Aziz: Thanks for sharing! Finally, can you tell us why in your opinion the CSR landscape is sometimes ‘inside-out’?

Burrell: I think often when companies create an area of ​​their CSR impact, they see it from an “outside-in” perspective. That is, they see their abilities, unique value propositions, and universally interesting problems to determine their focus areas. They take an “inside” perspective and use it to determine what impact will occur outside. Although I think these are all good questions to contemplate and make table bets for what companies should consider, they do not fully take into account an “outside-in” perspective.

My background is a bit of a strange mashup, but in marketing, practitioners are taught to understand everything about users / customers / players. What are their demographics, how do they use the product, what color do they like, what about the size of the presentation, what features should we prioritize, etc. We were taught to do ethnographic research to understand how people buy toothpaste in supermarkets.

In the world of public policy and social impact, we teach that those who are closest to the problem are some who are best prepared to help with solutions. People who live with pain and problems day after day have insights that are not understood by large institutions unless they talk to those who are “on the ground”. Trying to mobilize a group of people without understanding the nuances of their community won’t work.

Adding this dimension to the CSR strategy helped change the conversation from “this is what our company does for the community” to “this is what we do with our community, together.”

We are still very much figuring out what works and not ourselves, but I have found that using this “inside-out” approach helps identify new areas of opportunity, deeper community involvement, and creative solutions for areas where we think we can add a unique value.


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Coronavirus Q & A with the Santa Clara County Public Health Officer Sara Cody – NBC Bay Area | Instant News

Santa Clara County Public Health Officer, Dr. Sara Cody sat on Monday for a one-on-one virtual interview with reporters to answer questions about the ongoing coronavirus pandemic.

You can find some answers to our questions below.

Question: Have we bent curves, doctor?

Answer: I do not think that we have peaked. All I can say is that we have slowed things down. So, for example, if you look at it from the start – like right around when we place the shelter-in-place sequence – the curve, it grows fast. The number rises slightly every day. Now that we’ve been running the order for more than two weeks, what you can see is that growth has slowed. So, we are still growing, but we are not growing that fast. But this works. We see some gentle signs that this works. Remember, the goal here is to slow down and spread things. So, for example, it’s better to have one new person who needs a hospital bed, one new person for 14 days, than to have 14 people on the same day need a hospital bed. So we put this in place so we can slow it down so that when people are sick, they will be ready to take care of it.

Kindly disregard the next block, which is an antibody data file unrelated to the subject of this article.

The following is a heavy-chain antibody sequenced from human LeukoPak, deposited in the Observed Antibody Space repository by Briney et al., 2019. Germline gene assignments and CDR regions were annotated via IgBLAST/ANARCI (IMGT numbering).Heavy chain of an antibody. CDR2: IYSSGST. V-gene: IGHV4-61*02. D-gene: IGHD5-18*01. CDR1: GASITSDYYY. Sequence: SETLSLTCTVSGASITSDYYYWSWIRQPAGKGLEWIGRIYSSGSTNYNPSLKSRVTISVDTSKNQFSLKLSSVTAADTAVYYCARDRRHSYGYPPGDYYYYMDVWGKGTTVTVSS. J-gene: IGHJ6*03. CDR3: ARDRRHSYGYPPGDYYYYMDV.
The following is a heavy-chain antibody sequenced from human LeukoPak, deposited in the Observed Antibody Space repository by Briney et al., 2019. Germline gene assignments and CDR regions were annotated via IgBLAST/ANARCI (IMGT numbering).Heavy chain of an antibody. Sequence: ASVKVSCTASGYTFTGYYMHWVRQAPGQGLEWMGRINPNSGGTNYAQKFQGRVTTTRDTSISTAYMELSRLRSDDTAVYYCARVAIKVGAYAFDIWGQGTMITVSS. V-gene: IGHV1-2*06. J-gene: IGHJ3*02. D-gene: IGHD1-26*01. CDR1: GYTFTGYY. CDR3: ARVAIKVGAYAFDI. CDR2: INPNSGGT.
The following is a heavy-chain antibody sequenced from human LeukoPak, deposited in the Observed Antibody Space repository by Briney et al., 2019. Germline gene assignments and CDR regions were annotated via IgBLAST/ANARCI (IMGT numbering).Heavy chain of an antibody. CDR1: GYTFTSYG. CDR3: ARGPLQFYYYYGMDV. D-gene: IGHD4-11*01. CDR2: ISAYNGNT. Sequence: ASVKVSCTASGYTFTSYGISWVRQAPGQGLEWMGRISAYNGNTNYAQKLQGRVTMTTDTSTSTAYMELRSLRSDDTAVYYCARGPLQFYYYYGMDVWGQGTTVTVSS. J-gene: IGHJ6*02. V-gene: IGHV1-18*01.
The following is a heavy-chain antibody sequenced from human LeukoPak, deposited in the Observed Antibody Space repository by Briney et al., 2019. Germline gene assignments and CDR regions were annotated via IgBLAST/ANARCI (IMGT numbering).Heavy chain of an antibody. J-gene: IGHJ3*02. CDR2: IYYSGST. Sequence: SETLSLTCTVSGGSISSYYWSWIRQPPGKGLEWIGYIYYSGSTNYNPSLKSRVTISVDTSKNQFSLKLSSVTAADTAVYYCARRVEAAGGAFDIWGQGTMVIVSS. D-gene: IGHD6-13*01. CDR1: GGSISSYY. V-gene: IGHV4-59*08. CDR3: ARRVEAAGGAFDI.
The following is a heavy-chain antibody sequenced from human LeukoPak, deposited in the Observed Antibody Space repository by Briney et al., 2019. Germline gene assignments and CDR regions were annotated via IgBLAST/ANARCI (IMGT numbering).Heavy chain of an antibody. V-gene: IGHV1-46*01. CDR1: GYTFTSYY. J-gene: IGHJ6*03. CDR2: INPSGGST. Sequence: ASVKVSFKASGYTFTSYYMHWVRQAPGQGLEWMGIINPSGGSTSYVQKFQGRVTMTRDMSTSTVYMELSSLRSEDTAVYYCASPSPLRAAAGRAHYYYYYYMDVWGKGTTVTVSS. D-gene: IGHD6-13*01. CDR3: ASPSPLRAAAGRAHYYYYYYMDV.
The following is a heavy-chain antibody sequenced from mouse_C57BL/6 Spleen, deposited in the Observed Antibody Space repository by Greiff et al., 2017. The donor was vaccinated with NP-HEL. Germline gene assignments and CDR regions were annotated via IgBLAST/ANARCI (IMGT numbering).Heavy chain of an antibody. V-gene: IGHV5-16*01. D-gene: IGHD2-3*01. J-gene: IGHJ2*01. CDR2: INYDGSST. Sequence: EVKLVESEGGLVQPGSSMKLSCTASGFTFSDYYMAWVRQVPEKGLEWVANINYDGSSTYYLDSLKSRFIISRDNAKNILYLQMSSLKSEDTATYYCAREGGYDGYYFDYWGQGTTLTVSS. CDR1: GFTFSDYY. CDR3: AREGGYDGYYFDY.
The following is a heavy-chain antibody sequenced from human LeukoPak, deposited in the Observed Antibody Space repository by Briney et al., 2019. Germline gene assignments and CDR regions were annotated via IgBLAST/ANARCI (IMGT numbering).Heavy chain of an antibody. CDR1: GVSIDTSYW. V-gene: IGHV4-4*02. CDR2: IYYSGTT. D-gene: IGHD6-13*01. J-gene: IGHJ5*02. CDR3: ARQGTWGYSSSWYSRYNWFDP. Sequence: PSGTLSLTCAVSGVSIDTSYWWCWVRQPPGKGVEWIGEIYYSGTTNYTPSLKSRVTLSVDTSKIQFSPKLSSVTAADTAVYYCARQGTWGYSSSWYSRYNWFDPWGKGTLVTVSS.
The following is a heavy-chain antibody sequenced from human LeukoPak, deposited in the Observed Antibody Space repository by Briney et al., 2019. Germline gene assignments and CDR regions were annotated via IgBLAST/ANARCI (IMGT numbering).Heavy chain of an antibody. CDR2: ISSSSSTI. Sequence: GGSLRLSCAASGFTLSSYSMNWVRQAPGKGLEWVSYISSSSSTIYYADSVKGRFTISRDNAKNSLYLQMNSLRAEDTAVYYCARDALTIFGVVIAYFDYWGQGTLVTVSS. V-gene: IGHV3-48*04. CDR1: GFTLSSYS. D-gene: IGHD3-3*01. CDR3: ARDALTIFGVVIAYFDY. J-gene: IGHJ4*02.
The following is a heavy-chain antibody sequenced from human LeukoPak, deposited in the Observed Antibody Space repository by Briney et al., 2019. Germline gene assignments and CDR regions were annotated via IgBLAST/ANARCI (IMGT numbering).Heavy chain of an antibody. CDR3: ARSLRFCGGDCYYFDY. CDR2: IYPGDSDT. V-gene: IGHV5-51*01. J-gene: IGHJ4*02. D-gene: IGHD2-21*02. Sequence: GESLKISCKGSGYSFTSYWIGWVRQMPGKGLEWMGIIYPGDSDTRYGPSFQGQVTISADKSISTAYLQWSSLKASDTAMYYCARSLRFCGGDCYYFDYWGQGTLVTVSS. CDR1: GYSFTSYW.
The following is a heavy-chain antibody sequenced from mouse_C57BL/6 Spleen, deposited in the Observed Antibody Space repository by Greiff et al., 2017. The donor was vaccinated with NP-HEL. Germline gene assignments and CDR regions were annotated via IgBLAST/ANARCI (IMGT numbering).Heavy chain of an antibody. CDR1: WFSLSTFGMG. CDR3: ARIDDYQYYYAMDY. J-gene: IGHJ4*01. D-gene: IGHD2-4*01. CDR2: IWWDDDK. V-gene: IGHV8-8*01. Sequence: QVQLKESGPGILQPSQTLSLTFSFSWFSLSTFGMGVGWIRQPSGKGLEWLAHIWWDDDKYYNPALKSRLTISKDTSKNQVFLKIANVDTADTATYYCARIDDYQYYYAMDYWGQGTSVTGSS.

Question: What will be your benchmark? What do you see when you start to open the door if you want and allow people to start normalizing everyday life?

Answer: So this is a very, very, very difficult question. As you remember, it is very difficult to put this in place, it is very difficult to put this in place. I would say that the actions taken by everyone collectively have slowed things down. It would be very difficult to know how to let, how to manage the time and where to do it. As we have since the beginning of this epidemic, we look for experiences in other parts of the world that have gone through this – what works and what doesn’t. And, so, I can tell you that in locked places, this extreme shelter like we have, if you take it all off at once, everything will recover. And the reason is because our entire population, more or less, is vulnerable. That’s a new virus. Nobody has immunity. So, if you are exposed, you will still be sick.

Question: Can you leave our viewers with some positive thoughts? What can they look forward to in the coming days, the coming weeks?

Answer: What I will say to our viewers is that collectively, everyone in the Santa Clara area has done what they can to do their part, to slow the spread of infection, and collectively we have been able to do that. So, collectively, we can protect health care for our friends, neighbors and family members to have it when they need it. We are not coming out of the forest. We must continue to do it. I hope everyone can take care of themselves because we are together for some time to come. So, good work so far, and we must continue to do it.